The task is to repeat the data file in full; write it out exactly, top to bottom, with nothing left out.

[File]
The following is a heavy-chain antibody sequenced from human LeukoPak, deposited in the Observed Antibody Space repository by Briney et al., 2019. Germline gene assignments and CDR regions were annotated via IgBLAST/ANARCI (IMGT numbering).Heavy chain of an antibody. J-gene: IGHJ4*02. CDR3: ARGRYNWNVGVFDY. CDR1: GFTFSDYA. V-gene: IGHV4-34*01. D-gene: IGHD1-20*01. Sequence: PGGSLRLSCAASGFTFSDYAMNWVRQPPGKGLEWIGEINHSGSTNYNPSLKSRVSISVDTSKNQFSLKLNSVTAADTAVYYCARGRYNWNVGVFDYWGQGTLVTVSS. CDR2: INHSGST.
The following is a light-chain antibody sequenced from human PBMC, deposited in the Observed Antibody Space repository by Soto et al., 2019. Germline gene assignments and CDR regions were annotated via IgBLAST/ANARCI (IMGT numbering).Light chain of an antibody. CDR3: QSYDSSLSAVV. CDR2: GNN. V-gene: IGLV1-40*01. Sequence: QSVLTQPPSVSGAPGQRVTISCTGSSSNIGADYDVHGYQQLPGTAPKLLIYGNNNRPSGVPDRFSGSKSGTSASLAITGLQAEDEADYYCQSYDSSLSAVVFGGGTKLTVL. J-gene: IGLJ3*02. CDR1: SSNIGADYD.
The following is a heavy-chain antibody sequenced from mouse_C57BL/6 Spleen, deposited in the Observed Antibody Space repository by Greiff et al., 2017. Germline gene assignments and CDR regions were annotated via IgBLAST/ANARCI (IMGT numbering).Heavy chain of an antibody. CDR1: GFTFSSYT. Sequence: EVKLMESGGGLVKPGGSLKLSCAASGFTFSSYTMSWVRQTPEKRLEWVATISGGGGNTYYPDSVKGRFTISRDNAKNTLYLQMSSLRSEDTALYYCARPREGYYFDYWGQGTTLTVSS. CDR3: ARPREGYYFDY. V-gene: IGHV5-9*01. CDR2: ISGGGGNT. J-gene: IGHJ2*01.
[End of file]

The following is a heavy-chain antibody sequenced from human LeukoPak, deposited in the Observed Antibody Space repository by Briney et al., 2019. Germline gene assignments and CDR regions were annotated via IgBLAST/ANARCI (IMGT numbering).Heavy chain of an antibody. J-gene: IGHJ4*02. CDR3: ARGRYNWNVGVFDY. CDR1: GFTFSDYA. V-gene: IGHV4-34*01. D-gene: IGHD1-20*01. Sequence: PGGSLRLSCAASGFTFSDYAMNWVRQPPGKGLEWIGEINHSGSTNYNPSLKSRVSISVDTSKNQFSLKLNSVTAADTAVYYCARGRYNWNVGVFDYWGQGTLVTVSS. CDR2: INHSGST.
The following is a light-chain antibody sequenced from human PBMC, deposited in the Observed Antibody Space repository by Soto et al., 2019. Germline gene assignments and CDR regions were annotated via IgBLAST/ANARCI (IMGT numbering).Light chain of an antibody. CDR3: QSYDSSLSAVV. CDR2: GNN. V-gene: IGLV1-40*01. Sequence: QSVLTQPPSVSGAPGQRVTISCTGSSSNIGADYDVHGYQQLPGTAPKLLIYGNNNRPSGVPDRFSGSKSGTSASLAITGLQAEDEADYYCQSYDSSLSAVVFGGGTKLTVL. J-gene: IGLJ3*02. CDR1: SSNIGADYD.
The following is a heavy-chain antibody sequenced from mouse_C57BL/6 Spleen, deposited in the Observed Antibody Space repository by Greiff et al., 2017. Germline gene assignments and CDR regions were annotated via IgBLAST/ANARCI (IMGT numbering).Heavy chain of an antibody. CDR1: GFTFSSYT. Sequence: EVKLMESGGGLVKPGGSLKLSCAASGFTFSSYTMSWVRQTPEKRLEWVATISGGGGNTYYPDSVKGRFTISRDNAKNTLYLQMSSLRSEDTALYYCARPREGYYFDYWGQGTTLTVSS. CDR3: ARPREGYYFDY. V-gene: IGHV5-9*01. CDR2: ISGGGGNT. J-gene: IGHJ2*01.